Innocent Android apps hiding malware

Innocent Android apps hiding malware

If you’re looking to get a new phone, you might find yourself facing a decision between whether to go for an Android device or an Apple iPhone. Android phones are a popular choice – in fact, according to recent figures Android has around 85% of the worldwide market for mobile operating systems (as of May 2017 according to IDC – see chart below). Clearly a lot of people prefer Android – after all, you have more flexibility with the apps you use, and Android devices are widely compatible with other hardware (whereas with Apple you are very limited).

However, there is another factor that is becoming more relevant, and that is security.

The issue
Google has come under fire recently for the fact that some apps available on the Play Store were found to contain malware. The apps were discovered by security company SophosLabs, who were quick to report the offending apps to Google. Worryingly, though, some of these apps had already been downloaded hundreds of thousands of times, and there are concerns that up to one million users may have been affected by the malware. They were disguised as innocent apps – mostly QR readers – but hours after installation the malware springs to life and bombards the user with adverts and notifications.

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Image credit: SophosLabs

Furthermore, there are wider concerns about the amount of data that Google collects from Android device users. In the interest of fairness, it’s important to acknowledge that both companies gather a lot of data about their users, but Apple doesn’t tend to hang on to as much data as Google, and the data they do keep tends to be anonymised. Of course, from Google’s point of view the data they collect allows them to customise their services to suit the user, and they do have a far wider range of services than Apple.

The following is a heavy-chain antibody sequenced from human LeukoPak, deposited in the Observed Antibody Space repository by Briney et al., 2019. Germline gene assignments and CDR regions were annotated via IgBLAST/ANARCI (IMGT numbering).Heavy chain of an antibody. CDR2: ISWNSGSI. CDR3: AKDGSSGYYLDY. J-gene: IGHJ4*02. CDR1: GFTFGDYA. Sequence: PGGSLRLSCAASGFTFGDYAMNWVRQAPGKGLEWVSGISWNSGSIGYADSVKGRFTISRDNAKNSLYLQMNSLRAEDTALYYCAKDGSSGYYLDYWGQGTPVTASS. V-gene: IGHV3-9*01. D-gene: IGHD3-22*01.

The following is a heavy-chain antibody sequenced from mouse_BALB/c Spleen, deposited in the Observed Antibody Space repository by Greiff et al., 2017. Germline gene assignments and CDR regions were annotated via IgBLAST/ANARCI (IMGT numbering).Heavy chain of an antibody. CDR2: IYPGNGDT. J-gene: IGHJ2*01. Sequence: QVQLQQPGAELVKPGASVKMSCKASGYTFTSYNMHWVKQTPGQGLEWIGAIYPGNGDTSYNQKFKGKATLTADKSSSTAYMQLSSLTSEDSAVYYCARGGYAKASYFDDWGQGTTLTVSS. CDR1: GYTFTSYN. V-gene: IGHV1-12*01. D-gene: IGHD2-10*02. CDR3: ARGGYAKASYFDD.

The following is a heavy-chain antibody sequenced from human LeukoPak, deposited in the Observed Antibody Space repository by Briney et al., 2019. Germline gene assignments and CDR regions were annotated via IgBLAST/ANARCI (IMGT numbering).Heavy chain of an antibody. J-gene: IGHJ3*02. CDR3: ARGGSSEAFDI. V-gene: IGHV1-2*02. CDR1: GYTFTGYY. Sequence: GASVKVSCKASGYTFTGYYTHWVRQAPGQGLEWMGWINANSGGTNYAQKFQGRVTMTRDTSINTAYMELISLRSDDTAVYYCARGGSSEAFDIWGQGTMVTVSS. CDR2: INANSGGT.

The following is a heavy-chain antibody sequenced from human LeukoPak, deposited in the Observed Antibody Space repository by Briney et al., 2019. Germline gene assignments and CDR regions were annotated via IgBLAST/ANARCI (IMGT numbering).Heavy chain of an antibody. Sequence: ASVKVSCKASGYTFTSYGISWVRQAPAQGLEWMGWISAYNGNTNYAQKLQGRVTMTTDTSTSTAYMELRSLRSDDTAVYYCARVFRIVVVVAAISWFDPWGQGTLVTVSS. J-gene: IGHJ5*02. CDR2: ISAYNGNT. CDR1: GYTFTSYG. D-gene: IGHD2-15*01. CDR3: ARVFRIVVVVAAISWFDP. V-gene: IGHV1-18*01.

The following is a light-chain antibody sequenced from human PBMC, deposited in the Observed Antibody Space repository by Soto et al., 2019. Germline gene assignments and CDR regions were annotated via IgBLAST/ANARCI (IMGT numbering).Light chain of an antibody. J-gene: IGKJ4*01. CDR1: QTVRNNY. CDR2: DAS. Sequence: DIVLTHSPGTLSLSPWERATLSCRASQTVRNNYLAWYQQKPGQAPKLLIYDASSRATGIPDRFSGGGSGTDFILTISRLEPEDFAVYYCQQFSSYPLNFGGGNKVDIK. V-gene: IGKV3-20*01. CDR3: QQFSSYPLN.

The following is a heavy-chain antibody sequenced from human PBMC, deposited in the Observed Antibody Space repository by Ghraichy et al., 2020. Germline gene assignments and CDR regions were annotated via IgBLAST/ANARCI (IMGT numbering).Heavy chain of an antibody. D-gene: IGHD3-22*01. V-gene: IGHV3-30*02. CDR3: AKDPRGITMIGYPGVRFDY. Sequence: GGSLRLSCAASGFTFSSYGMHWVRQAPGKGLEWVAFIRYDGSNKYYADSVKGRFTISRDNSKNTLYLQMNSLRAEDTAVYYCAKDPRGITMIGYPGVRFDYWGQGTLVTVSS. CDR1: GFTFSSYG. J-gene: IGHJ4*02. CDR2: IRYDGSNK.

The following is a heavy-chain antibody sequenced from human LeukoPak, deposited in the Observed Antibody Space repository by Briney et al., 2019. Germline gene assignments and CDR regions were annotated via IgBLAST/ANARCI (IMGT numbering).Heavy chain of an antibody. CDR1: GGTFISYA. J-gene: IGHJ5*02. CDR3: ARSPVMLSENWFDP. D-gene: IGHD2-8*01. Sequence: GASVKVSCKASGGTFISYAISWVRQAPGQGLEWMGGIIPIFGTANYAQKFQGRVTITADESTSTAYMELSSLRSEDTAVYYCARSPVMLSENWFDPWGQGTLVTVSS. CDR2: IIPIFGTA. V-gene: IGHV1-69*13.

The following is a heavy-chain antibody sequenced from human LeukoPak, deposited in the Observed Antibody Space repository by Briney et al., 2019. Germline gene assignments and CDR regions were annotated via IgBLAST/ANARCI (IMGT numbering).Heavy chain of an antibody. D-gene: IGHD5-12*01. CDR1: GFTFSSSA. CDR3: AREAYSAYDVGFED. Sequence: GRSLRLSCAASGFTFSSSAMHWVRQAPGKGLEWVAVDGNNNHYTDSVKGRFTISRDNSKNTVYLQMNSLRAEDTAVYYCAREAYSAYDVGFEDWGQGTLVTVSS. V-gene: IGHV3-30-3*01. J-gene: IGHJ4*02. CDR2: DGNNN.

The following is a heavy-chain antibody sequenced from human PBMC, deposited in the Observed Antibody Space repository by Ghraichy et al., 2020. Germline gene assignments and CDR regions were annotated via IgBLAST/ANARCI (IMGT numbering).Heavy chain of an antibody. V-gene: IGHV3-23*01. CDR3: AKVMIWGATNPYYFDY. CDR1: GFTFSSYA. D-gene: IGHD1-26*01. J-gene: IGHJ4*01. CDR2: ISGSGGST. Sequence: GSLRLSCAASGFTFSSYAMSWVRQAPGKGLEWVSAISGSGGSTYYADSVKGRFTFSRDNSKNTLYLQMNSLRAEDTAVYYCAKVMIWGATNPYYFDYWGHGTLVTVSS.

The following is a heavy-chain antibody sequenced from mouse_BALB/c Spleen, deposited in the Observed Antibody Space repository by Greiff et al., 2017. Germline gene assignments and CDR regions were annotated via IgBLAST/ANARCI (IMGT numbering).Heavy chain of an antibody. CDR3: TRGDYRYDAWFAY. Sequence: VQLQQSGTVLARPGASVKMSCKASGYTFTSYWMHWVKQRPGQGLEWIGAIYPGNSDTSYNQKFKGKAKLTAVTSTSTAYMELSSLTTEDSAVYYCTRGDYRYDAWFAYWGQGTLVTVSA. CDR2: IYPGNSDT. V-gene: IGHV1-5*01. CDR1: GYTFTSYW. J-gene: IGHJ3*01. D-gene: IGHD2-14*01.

How can you avoid malware?
One of the best ways to avoid malware is to download apps from a reputable app store, such as Google’s Play Store. Google has an app-vetting process that catches the overwhelming majority of malicious apps, which is better than the app stores which don’t have any verification procedures at all. However, as outlined above, sometimes malware can slip through the net, so always try to look for apps from reputable developers.

In January 2018, Google published a blog post describing how they ‘fought bad apps and malicious developers in 2017’. According to Andrew Ahn, Product Manager at Google Play, “we took down more than 700,000 apps that violated the Google Play policies, 70% more than the apps taken down in 2016. Not only did we remove more bad apps, we were able to identify and action against them earlier. In fact, 99% of apps with abusive contents were identified and rejected before anyone could install them.”

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Image credit: Google

So is it all bad? Certainly not. If you are careful, you stand a good chance of never having malicious content on your device. But the fact of the matter is that Apple currently has a more rigorous app verification process than Google, and given recent events you would hope that Google decides to up their game.

Becky Cunningham
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